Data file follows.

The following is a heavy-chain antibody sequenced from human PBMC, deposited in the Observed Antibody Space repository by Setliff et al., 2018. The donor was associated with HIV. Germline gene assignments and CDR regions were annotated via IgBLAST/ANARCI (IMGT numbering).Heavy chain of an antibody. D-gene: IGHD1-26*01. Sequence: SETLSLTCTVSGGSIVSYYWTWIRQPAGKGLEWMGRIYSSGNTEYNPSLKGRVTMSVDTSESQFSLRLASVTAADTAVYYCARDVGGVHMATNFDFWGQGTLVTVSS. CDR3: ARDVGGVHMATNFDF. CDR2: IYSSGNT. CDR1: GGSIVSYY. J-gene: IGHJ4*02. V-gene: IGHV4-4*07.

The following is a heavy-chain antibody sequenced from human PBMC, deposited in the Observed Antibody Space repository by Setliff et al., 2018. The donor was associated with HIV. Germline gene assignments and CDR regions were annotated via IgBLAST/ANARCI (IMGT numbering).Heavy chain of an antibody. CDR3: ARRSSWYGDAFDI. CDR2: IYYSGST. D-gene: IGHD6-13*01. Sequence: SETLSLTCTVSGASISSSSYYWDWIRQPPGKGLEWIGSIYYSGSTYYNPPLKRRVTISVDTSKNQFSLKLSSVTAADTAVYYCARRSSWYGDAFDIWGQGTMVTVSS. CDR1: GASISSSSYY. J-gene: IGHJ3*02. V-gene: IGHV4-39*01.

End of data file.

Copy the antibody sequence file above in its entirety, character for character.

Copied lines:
The following is a heavy-chain antibody sequenced from human PBMC, deposited in the Observed Antibody Space repository by Setliff et al., 2018. The donor was associated with HIV. Germline gene assignments and CDR regions were annotated via IgBLAST/ANARCI (IMGT numbering).Heavy chain of an antibody. D-gene: IGHD1-26*01. Sequence: SETLSLTCTVSGGSIVSYYWTWIRQPAGKGLEWMGRIYSSGNTEYNPSLKGRVTMSVDTSESQFSLRLASVTAADTAVYYCARDVGGVHMATNFDFWGQGTLVTVSS. CDR3: ARDVGGVHMATNFDF. CDR2: IYSSGNT. CDR1: GGSIVSYY. J-gene: IGHJ4*02. V-gene: IGHV4-4*07.

The following is a heavy-chain antibody sequenced from human PBMC, deposited in the Observed Antibody Space repository by Setliff et al., 2018. The donor was associated with HIV. Germline gene assignments and CDR regions were annotated via IgBLAST/ANARCI (IMGT numbering).Heavy chain of an antibody. CDR3: ARRSSWYGDAFDI. CDR2: IYYSGST. D-gene: IGHD6-13*01. Sequence: SETLSLTCTVSGASISSSSYYWDWIRQPPGKGLEWIGSIYYSGSTYYNPPLKRRVTISVDTSKNQFSLKLSSVTAADTAVYYCARRSSWYGDAFDIWGQGTMVTVSS. CDR1: GASISSSSYY. J-gene: IGHJ3*02. V-gene: IGHV4-39*01.